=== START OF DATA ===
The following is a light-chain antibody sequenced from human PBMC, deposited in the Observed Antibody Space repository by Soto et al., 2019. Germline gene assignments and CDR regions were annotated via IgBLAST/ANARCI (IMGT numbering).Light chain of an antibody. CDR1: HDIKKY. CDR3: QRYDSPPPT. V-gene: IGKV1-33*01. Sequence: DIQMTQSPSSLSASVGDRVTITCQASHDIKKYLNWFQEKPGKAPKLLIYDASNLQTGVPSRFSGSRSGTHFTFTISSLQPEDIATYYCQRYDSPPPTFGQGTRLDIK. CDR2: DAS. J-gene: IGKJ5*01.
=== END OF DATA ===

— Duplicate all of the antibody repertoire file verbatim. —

The following is a light-chain antibody sequenced from human PBMC, deposited in the Observed Antibody Space repository by Soto et al., 2019. Germline gene assignments and CDR regions were annotated via IgBLAST/ANARCI (IMGT numbering).Light chain of an antibody. CDR1: HDIKKY. CDR3: QRYDSPPPT. V-gene: IGKV1-33*01. Sequence: DIQMTQSPSSLSASVGDRVTITCQASHDIKKYLNWFQEKPGKAPKLLIYDASNLQTGVPSRFSGSRSGTHFTFTISSLQPEDIATYYCQRYDSPPPTFGQGTRLDIK. CDR2: DAS. J-gene: IGKJ5*01.